I’m back, from outer space

• Ok, not from outer space, but the Karoo, Bloemfontein, Johannesburg and the Vaal dam, which are pretty close. We did roughly 3000km in 8 days — and let me tell you that a long road-trip with my parents is no picnic. No accidents or mishaps but a few nail-biting moments, some wrong turns, some arm-pinching (dad’s arm, mom’s fingers) and some near-hysterical if-not-quite-screaming then certainly unpleasant raising of the voice.

• Moving on then, shall we? The audio books were great. Ian Rankin’s A Question of Blood (excellently read by James McPherson) followed by Jane Austen’s Emma and then Simon Winchester reading his surprisingly good and interesting Outposts: Journeys to the Surviving Relics of the British Empire (from the mid-1980s). I became really interested to find out more about Tristan da Cunha, especially since it’s only about 2000 km to the South of Cape Town in the Southern Ocean. I loved the description of the Tristanians as almost alien-like (and their reactions to “the houtside world”). I wonder if the Internet and satellite TV have changed them very much.

• Get back to find that my dog has been “an alien from Mars” according to my sister. Very sweet apparently, but rather odd.

• Good book-haul for Christmas: The Black Book (Orhan Pamuk); Digging to America (Anne Tyler); The Last Lecture (Randy Pausch); Cringe the Beloved Country (a satirical look at South African culture over the years); Three Letter Plague (Jonny Steinberg); and then 1000 Books to change your life (by TimeOut).

• Read two-thirds of The Orchard by Drusilla Modjeska which has me thinking about relationships, gender and subjectivity, ways of seeing etc. She’s very good on the difference between the masculine and feminine gaze. Definitely a post in there if I can rouse myself from my summer slumber.

• And then there’s the cricket. South Africa poised to beat Australia at home in a test series is practically unheard of! It’s great to see a South African team play with such passion, determination and confidence rather than arrogance. This looks to be a great team (unless the Aussies are just rather poor at the moment).

• It was very good to spend quality time with my Joburg family but it was horrible to be away from P for such a long time. She’s only back from KwaZulu-Natal tomorrow and she had a pretty wretched time. Very unexpected family death on about her 2nd or 3rd day of holiday which has meant almost no real holiday for her at all. Poor chicken. I will have to whisk her away next w/e for some pampering.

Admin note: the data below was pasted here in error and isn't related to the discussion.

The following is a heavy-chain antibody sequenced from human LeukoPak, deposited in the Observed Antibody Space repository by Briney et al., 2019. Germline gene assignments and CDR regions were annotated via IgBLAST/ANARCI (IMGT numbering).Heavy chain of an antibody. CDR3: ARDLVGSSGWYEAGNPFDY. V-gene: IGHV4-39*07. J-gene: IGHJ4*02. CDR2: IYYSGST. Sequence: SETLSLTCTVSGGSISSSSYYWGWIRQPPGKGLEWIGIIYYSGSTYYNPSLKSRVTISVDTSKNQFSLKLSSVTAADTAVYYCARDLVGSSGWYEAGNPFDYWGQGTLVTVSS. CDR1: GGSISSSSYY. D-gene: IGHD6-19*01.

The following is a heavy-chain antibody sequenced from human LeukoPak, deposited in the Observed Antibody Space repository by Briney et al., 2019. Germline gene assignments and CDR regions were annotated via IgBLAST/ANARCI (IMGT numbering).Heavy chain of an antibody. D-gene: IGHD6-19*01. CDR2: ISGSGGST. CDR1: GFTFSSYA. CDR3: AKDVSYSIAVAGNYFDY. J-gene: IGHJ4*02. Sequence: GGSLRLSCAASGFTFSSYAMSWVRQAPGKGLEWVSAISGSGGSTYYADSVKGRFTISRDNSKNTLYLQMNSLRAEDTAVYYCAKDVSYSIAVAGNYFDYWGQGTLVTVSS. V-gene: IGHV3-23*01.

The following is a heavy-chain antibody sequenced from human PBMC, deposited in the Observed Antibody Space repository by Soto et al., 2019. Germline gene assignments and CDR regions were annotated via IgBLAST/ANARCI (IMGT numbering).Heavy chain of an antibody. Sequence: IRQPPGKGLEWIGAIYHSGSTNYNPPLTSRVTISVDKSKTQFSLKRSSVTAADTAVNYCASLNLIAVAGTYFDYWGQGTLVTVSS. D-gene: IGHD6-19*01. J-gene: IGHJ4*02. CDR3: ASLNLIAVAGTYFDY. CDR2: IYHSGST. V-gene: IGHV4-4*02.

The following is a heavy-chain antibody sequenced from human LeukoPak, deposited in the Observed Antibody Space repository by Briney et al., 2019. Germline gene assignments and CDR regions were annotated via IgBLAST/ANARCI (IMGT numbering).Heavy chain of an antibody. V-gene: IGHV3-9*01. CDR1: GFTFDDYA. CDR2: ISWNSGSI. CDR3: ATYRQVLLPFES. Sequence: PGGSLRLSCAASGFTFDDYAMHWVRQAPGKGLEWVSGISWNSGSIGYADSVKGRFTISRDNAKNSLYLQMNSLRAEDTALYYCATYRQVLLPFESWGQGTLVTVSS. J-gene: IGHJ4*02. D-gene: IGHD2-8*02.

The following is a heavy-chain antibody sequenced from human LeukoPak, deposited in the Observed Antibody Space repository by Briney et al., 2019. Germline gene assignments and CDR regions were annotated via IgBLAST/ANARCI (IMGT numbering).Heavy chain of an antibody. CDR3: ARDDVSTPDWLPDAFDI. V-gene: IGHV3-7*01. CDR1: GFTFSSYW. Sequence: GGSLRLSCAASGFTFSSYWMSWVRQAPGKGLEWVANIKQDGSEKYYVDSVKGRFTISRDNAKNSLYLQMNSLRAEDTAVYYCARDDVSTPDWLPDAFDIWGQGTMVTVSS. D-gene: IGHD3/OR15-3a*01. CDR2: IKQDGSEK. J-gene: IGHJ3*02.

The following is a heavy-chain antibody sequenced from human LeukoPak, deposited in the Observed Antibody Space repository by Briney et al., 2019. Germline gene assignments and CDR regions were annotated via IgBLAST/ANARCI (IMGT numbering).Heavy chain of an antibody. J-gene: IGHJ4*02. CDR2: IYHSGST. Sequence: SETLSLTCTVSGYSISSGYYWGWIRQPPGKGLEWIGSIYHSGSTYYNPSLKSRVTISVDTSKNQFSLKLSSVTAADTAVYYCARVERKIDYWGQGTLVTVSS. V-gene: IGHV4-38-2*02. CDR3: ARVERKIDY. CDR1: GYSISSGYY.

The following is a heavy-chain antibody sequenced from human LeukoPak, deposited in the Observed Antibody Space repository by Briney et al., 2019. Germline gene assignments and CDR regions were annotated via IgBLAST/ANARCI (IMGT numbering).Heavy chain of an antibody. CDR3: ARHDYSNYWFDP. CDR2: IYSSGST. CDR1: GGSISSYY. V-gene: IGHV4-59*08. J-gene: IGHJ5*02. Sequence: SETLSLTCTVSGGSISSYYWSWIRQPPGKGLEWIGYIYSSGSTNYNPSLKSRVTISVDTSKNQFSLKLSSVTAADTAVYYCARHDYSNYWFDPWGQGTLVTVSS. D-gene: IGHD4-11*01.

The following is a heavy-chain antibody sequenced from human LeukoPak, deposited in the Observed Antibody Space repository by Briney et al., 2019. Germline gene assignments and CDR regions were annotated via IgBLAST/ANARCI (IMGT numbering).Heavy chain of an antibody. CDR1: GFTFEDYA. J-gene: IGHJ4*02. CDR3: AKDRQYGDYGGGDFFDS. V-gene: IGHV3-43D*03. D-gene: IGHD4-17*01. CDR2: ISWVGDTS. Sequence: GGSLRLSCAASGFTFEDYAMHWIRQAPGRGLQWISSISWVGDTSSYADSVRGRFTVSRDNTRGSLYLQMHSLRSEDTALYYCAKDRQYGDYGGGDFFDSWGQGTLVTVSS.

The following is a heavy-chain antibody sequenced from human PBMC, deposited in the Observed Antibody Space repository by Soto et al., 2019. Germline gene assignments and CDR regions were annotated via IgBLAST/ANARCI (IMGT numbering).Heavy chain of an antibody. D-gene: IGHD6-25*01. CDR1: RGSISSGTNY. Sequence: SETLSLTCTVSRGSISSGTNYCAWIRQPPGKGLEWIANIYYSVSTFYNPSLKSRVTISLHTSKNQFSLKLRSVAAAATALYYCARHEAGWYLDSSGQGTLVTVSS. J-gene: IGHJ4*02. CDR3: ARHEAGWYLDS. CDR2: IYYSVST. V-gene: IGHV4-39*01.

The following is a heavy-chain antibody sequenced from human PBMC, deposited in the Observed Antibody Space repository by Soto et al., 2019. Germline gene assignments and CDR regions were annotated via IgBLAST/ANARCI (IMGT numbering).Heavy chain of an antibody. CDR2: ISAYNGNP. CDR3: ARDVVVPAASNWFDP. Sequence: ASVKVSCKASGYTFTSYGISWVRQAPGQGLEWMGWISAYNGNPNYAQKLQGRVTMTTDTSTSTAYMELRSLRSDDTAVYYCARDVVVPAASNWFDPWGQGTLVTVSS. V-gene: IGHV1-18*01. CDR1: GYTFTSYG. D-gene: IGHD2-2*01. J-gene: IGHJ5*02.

• Off to catch up on some blog-reading now. Cheers! And Happy New Year!

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17 Responses to I’m back, from outer space

  1. Sarah says:

    Glad to hear you survived your family road-trip Pete!

    I’m happy to see you’re reading The Orchid, as it’s a favourite of mine. I thought Digging to America was only a moderate novel although I’m told Anne Tyler has written better. I’ve got The Black Book in the TBR pile, it’s just a matter of finding the time.

    Although it pains me to say it, the South Africans are definitely outplaying us at the moment (at home, as you pointed out!). Still, never say die and all that.

  2. samza says:

    I got the same requests to add some info to Book Blogs. Do you think I should make a group about bookish charities, mention it in the discussion, or leave these kinds of things out of the site altogether? What do you think?

  3. Courtney says:

    happy new year to you as well! Both you and Litlove recommending The Orchard means I will be reading it soon, I think!

  4. litlove says:

    Happy New Year to you, too, Pete. Eight thousand kilometers is a long stretch of intimacy with family relatives, and I feel your pain. Glad the audio books were good and lovely Christmas loot.

  5. Pete says:

    Sarah – Thanks and glad to hear you enjoyed Modjeska’s Orchard as well. I’m sure the Aussies will bounce back in the cricket pretty soon. I haven’t checked what your papers are saying but I’m guessing it’s all about rebuilding after the Warne / McGrath era.

    Courtney – Great to hear from you again. Happy New Year and happy reading!

    Litlove – Thanks for the empathy – these family trips are not easy but we survived this one and it was quite fun in parts! As for the Christmas loot, now that I have a lovely TBR pile, I’m dragging my feet and lounging around instead. Perhaps it’s New Year’s anxiety. On Friday I can make a fresh start.

  6. seachanges says:

    Haven’t read the Orchard, but will be on the look-out for it. You seem to have a nice pile of books to work your way through! Glad you survived the family holiday – ahh don’t we just love them to be able to say goodbye again! And then look forward to the next time when we’ve all but forgotten what it was like last time…. Cannot live with them but cannot live without them. There’s a conundrum. A happy new year to you!

  7. Make Tea Not War says:

    I’m sure there would be a LOT of unpleasant raising of voices if I went on a road trip with my parents. Wishing you a very happy 2009!